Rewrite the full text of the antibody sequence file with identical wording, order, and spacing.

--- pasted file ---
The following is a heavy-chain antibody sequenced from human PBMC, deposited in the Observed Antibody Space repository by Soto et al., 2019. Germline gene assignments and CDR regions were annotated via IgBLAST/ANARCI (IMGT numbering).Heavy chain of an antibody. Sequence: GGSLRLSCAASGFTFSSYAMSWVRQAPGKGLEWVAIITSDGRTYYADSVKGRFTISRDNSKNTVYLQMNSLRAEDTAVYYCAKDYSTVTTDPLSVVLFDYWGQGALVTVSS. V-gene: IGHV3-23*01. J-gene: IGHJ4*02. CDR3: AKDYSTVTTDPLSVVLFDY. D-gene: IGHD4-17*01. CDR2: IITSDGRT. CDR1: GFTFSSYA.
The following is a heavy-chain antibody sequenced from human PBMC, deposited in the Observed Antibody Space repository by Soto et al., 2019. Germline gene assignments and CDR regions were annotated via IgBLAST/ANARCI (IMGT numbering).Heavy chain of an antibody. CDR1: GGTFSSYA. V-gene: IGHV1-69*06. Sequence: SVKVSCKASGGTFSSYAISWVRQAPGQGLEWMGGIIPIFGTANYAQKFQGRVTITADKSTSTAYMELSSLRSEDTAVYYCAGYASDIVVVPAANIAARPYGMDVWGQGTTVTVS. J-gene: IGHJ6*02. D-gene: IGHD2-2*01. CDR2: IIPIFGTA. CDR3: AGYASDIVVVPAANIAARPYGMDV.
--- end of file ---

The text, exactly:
The following is a heavy-chain antibody sequenced from human PBMC, deposited in the Observed Antibody Space repository by Soto et al., 2019. Germline gene assignments and CDR regions were annotated via IgBLAST/ANARCI (IMGT numbering).Heavy chain of an antibody. Sequence: GGSLRLSCAASGFTFSSYAMSWVRQAPGKGLEWVAIITSDGRTYYADSVKGRFTISRDNSKNTVYLQMNSLRAEDTAVYYCAKDYSTVTTDPLSVVLFDYWGQGALVTVSS. V-gene: IGHV3-23*01. J-gene: IGHJ4*02. CDR3: AKDYSTVTTDPLSVVLFDY. D-gene: IGHD4-17*01. CDR2: IITSDGRT. CDR1: GFTFSSYA.
The following is a heavy-chain antibody sequenced from human PBMC, deposited in the Observed Antibody Space repository by Soto et al., 2019. Germline gene assignments and CDR regions were annotated via IgBLAST/ANARCI (IMGT numbering).Heavy chain of an antibody. CDR1: GGTFSSYA. V-gene: IGHV1-69*06. Sequence: SVKVSCKASGGTFSSYAISWVRQAPGQGLEWMGGIIPIFGTANYAQKFQGRVTITADKSTSTAYMELSSLRSEDTAVYYCAGYASDIVVVPAANIAARPYGMDVWGQGTTVTVS. J-gene: IGHJ6*02. D-gene: IGHD2-2*01. CDR2: IIPIFGTA. CDR3: AGYASDIVVVPAANIAARPYGMDV.